I?ve been screaming for this in my own quiet way since Radio?s Pike days. Make us payload masters!
You started with the “blog item” payload. Radio lets us navigate through a database of our items; render them in html and xml; publish, syndicate, and aggregate them. Radio creates web forms that let us create new content using the blog item structure. And we even have web services that let us pass collections of web items from one app to another.
Take it to the next level of abstraction. Let me blog multiple kinds of payloads.
vCards, iCalendar events, event channels, resumes and CVs using the HR-XML and SIDES standards, purchase orders, semiconductor recipes, project management tasks and assignments and status reports.
Starting from an imported or referenced XML schema, generate a preferences page for the new payload.
- Name this design
- Choose which items are optional or mandatory; shown, editable, or hidden.
- Associate component parts with a channel?s metadata or with a post?s.
- Choose default html transforms.
From this design, generate an html interface. Forms for creating new instances of the payload, and editing them. Database search and browsing tools. What we have for blog items, just with support for other structures.
Here?s a story.
I saw in my team news feed that we were having a meeting. I clicked on the event icon and loaded it into my Outlook calendar, later synched with my Palm Pilot. I clicked on the event?s agenda and saw the list of system migration tasks we?re going to review. I clicked on one of the tasks and Radio opened it up for me, showing the projected start and end dates, the task deliverable description, and that I?m responsible for it. Right. I see that someone from WidgetFactory will be there. I check IntraDayPop and Google to see if anyone else has background on them.
I go to the meeting. Mary and Harry blog it, I take pictures.
On my Radio desktop home page, I started writing up my meeting notes.
- I saved my draft then hit the “add more kinds of stuff” button.
- I looked at the list of available kinds and clicked “add a picture”.
- On the “add a picture page” I pointed to the picture file, titled it, named the people in it, described what we were doing, when it was taken (obviously not the posting time) and where, and a few notes.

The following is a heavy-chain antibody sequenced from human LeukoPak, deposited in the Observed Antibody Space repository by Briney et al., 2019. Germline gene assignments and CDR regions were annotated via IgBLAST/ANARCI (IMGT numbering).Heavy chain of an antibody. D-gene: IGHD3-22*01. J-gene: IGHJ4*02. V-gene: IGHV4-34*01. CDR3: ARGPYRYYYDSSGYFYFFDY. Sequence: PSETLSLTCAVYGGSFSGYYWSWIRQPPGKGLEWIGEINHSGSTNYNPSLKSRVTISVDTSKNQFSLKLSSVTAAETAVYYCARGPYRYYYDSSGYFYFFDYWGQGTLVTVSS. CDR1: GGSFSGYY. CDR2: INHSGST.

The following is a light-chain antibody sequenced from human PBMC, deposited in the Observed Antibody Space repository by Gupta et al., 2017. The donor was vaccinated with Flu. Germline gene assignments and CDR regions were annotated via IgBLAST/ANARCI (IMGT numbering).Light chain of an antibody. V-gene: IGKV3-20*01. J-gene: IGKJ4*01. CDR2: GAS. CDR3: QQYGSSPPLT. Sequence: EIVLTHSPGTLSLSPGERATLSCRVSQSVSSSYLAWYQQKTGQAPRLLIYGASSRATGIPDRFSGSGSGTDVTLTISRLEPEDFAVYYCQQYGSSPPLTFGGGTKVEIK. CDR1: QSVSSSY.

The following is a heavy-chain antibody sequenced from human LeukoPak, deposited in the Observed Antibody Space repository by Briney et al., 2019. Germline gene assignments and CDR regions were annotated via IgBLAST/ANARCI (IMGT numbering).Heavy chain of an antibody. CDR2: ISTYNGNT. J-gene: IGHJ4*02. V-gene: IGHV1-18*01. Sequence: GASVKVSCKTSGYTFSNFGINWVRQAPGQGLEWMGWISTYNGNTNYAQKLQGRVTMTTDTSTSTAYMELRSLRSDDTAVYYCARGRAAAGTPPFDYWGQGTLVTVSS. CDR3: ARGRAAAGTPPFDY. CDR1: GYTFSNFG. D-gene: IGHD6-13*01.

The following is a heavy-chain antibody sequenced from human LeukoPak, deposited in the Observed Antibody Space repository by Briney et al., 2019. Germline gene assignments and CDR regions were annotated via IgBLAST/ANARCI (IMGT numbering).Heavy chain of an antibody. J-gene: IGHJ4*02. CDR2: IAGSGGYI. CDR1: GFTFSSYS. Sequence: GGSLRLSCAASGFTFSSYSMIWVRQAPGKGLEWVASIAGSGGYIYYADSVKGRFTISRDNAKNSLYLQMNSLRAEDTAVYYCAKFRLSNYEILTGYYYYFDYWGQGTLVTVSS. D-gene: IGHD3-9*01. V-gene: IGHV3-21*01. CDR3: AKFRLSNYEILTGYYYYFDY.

- I previewed it and saved it, and added four more.
- I added the vcards of the people in the meeting, which Radio lets me import from Outlook or the company LDAP service.
- I changed the order of the pictures to show the logical progression of the debate.
- I used the ?add an event? button to create the follow-up meeting. I used the “add a Catering Request” button to order coffee and bagels; Radio emails a copy to me and to catering, pushes the info to SAP updating my cost center.
- I saved and published the post. Radio not only appended the pictures with the metadata to my post, it also created a slide show. The fotos, follow-up event, and catering order are associated with the event in my blog?s database, in the RSS feed and on my web page.
Because they were mentioned with vCards in my post, my Radio pinged theirs. They should know my feed had updated with something of special interest to them. Their Radios detect the proposed event, and that it is from a trusted channel, and push it into their local copies of Outlook, Netscape Calendar, or Apple iCalendar. Since there were three vendor folk at the meeting, two new to me, the vendors? vCards were automatically added to my Outlook rolodex.
I prep for the followup meeting by doing my project status flash report. I go to my Radio desktop home page, start a post, “add: project flash report”, fill out the multipart form, save/preview/and publish.
I have a sidebar on my dashboard showing recent meetings and links to my and other posts about them. Coming meetings too. I routinely show them on my intranet and public blog. The meeting description form has a ?private? check box so I can the event if I like.
The dashboard also has a list of the people I?ve been meeting, and exchanging posts, and emails. Linking to their blogs and to searches of my personal blogspace. Radio updates their vcards on my system by scanning their blogs for the latest version every few weeks.
This is how I want to klog.
This is the fastest, surest way for Radio to take its place in the enterprise architecture. Multiple kinds of payload. Flowing through blogs, metablogging systems, blogspace, and over web service bridges to the apps of our daily work lives.
- How to manually include an event payload in a blog post. To Radio, the event or a vcard are just more html or gems. Radio needs to understand them as data objects outside of the item’s “description” blob.
- blogging CVs and resumes with Radio.
- More payload discussion in
- Whither blogs?
- Keyless klogging for the rest of us
- What is Mediablog literacy?
- Radio Wishlist – Audio options.
- Whither blogs?
- Chris Janton makes LDAP calls from Radio!
[a klog apart: klogs][a klog apart]